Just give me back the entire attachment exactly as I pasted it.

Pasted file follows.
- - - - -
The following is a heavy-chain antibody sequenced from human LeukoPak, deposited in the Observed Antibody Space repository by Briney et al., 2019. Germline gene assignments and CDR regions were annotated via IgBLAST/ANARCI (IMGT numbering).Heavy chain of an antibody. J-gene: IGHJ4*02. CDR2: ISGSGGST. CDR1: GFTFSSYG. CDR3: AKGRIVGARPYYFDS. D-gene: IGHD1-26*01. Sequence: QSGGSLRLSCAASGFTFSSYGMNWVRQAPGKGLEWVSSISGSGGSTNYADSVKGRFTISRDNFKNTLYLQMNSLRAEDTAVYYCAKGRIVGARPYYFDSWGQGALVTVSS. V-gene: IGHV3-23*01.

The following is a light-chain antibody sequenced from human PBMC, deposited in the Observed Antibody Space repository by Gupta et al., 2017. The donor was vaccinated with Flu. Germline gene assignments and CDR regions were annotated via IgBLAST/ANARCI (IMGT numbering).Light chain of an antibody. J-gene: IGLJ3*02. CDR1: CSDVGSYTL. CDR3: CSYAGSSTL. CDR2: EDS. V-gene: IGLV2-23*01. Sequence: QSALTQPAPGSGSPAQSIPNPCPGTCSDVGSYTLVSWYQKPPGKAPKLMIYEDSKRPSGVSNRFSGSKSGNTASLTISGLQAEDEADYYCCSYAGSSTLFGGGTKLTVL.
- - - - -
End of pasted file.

The following is a heavy-chain antibody sequenced from human LeukoPak, deposited in the Observed Antibody Space repository by Briney et al., 2019. Germline gene assignments and CDR regions were annotated via IgBLAST/ANARCI (IMGT numbering).Heavy chain of an antibody. J-gene: IGHJ4*02. CDR2: ISGSGGST. CDR1: GFTFSSYG. CDR3: AKGRIVGARPYYFDS. D-gene: IGHD1-26*01. Sequence: QSGGSLRLSCAASGFTFSSYGMNWVRQAPGKGLEWVSSISGSGGSTNYADSVKGRFTISRDNFKNTLYLQMNSLRAEDTAVYYCAKGRIVGARPYYFDSWGQGALVTVSS. V-gene: IGHV3-23*01.

The following is a light-chain antibody sequenced from human PBMC, deposited in the Observed Antibody Space repository by Gupta et al., 2017. The donor was vaccinated with Flu. Germline gene assignments and CDR regions were annotated via IgBLAST/ANARCI (IMGT numbering).Light chain of an antibody. J-gene: IGLJ3*02. CDR1: CSDVGSYTL. CDR3: CSYAGSSTL. CDR2: EDS. V-gene: IGLV2-23*01. Sequence: QSALTQPAPGSGSPAQSIPNPCPGTCSDVGSYTLVSWYQKPPGKAPKLMIYEDSKRPSGVSNRFSGSKSGNTASLTISGLQAEDEADYYCCSYAGSSTLFGGGTKLTVL.